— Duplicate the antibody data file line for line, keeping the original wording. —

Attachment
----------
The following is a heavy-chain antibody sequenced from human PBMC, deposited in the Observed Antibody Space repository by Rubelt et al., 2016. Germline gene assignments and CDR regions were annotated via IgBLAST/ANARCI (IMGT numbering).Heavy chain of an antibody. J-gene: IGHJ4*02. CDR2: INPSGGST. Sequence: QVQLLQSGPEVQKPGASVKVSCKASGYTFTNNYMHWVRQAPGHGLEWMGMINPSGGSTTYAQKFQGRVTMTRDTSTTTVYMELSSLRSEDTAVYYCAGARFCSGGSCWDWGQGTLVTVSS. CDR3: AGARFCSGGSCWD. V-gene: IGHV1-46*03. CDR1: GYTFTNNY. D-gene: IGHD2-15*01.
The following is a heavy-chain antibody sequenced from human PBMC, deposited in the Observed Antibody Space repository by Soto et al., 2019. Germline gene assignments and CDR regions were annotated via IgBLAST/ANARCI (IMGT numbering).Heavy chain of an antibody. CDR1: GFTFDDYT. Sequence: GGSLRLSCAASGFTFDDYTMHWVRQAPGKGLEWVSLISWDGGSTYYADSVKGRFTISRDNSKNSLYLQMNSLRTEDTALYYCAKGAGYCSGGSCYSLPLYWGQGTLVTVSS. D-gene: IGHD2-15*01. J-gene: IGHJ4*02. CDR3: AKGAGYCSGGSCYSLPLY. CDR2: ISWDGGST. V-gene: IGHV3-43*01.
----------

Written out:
The following is a heavy-chain antibody sequenced from human PBMC, deposited in the Observed Antibody Space repository by Rubelt et al., 2016. Germline gene assignments and CDR regions were annotated via IgBLAST/ANARCI (IMGT numbering).Heavy chain of an antibody. J-gene: IGHJ4*02. CDR2: INPSGGST. Sequence: QVQLLQSGPEVQKPGASVKVSCKASGYTFTNNYMHWVRQAPGHGLEWMGMINPSGGSTTYAQKFQGRVTMTRDTSTTTVYMELSSLRSEDTAVYYCAGARFCSGGSCWDWGQGTLVTVSS. CDR3: AGARFCSGGSCWD. V-gene: IGHV1-46*03. CDR1: GYTFTNNY. D-gene: IGHD2-15*01.
The following is a heavy-chain antibody sequenced from human PBMC, deposited in the Observed Antibody Space repository by Soto et al., 2019. Germline gene assignments and CDR regions were annotated via IgBLAST/ANARCI (IMGT numbering).Heavy chain of an antibody. CDR1: GFTFDDYT. Sequence: GGSLRLSCAASGFTFDDYTMHWVRQAPGKGLEWVSLISWDGGSTYYADSVKGRFTISRDNSKNSLYLQMNSLRTEDTALYYCAKGAGYCSGGSCYSLPLYWGQGTLVTVSS. D-gene: IGHD2-15*01. J-gene: IGHJ4*02. CDR3: AKGAGYCSGGSCYSLPLY. CDR2: ISWDGGST. V-gene: IGHV3-43*01.